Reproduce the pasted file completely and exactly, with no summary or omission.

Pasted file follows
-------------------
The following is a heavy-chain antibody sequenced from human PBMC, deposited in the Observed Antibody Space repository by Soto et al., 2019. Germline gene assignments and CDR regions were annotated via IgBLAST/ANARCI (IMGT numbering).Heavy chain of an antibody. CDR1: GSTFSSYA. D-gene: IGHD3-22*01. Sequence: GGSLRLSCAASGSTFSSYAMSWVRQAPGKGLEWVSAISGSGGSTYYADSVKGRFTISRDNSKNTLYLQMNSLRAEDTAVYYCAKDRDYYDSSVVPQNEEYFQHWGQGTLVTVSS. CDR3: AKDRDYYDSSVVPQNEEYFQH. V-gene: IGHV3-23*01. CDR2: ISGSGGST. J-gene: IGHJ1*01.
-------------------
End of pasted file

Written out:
The following is a heavy-chain antibody sequenced from human PBMC, deposited in the Observed Antibody Space repository by Soto et al., 2019. Germline gene assignments and CDR regions were annotated via IgBLAST/ANARCI (IMGT numbering).Heavy chain of an antibody. CDR1: GSTFSSYA. D-gene: IGHD3-22*01. Sequence: GGSLRLSCAASGSTFSSYAMSWVRQAPGKGLEWVSAISGSGGSTYYADSVKGRFTISRDNSKNTLYLQMNSLRAEDTAVYYCAKDRDYYDSSVVPQNEEYFQHWGQGTLVTVSS. CDR3: AKDRDYYDSSVVPQNEEYFQH. V-gene: IGHV3-23*01. CDR2: ISGSGGST. J-gene: IGHJ1*01.